Improving your playing is rewarding in and of itself, but a big part of the reward is getting a chance to play with others. An earlier article talks all about hosting a session at your house, which is one great way to play with others, but here I’d like to encourage you to consider playing out in your community.
You don’t have to be at a professional level to play for people who would really appreciate your music, and it does wonderful things for your playing. Here a few thoughts on where to play, and how to get ready for it.
You’ll want to pull some music together with one or more friends. Keep in mind that multiple fiddles tend to average out in sound, so don’t worry about a few mistakes here and there, or about a few bad sounds. When you play with others, it averages out into a nice sound. The big goal is to play in time, so you can stay together, and so that listeners can tap their toes or sit back and enjoy a slower tune. They won’t care about a few bad notes! So pull together another fiddler or two (or more) and a backup person — guitar is the most portable. You could even host some sessions in order to find the right people to make a good mix, and a good mix is more about compatible people than it is about what level the players are. If you have fun playing together, the listeners will love it.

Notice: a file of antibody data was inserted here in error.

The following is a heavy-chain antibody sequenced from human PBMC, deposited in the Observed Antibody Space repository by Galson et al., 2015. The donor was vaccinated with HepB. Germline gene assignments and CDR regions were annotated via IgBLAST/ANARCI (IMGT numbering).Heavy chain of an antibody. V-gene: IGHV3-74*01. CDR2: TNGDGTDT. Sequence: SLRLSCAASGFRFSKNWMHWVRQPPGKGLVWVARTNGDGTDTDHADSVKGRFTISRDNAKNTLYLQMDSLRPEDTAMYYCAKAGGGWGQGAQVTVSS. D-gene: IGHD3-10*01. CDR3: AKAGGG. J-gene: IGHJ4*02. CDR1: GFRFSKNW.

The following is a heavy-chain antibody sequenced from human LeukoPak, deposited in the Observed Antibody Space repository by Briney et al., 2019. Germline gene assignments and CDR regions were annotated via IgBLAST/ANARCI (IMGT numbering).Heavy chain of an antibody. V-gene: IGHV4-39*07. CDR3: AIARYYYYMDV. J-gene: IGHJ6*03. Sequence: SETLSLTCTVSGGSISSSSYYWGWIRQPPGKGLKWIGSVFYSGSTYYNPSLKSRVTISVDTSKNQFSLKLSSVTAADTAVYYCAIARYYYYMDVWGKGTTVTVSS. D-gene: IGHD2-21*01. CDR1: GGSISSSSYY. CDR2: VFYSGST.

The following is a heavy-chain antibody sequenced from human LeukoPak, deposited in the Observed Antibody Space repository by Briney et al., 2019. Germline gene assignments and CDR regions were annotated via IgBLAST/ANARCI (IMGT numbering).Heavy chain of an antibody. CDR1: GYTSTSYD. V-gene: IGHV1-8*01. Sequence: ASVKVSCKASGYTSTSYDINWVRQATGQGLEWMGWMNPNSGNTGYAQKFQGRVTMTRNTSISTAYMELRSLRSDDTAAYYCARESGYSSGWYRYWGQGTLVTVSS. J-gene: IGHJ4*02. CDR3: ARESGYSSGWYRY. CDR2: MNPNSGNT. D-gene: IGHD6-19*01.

I will say right now that I know someone who is, frankly, a terrible fiddler, and yet he has ventured out and played at some community functions where people loved having him and asked him back with his small group.
You’d be surprised how many opportunities there can be for playing your music. Continue reading Play Out & About!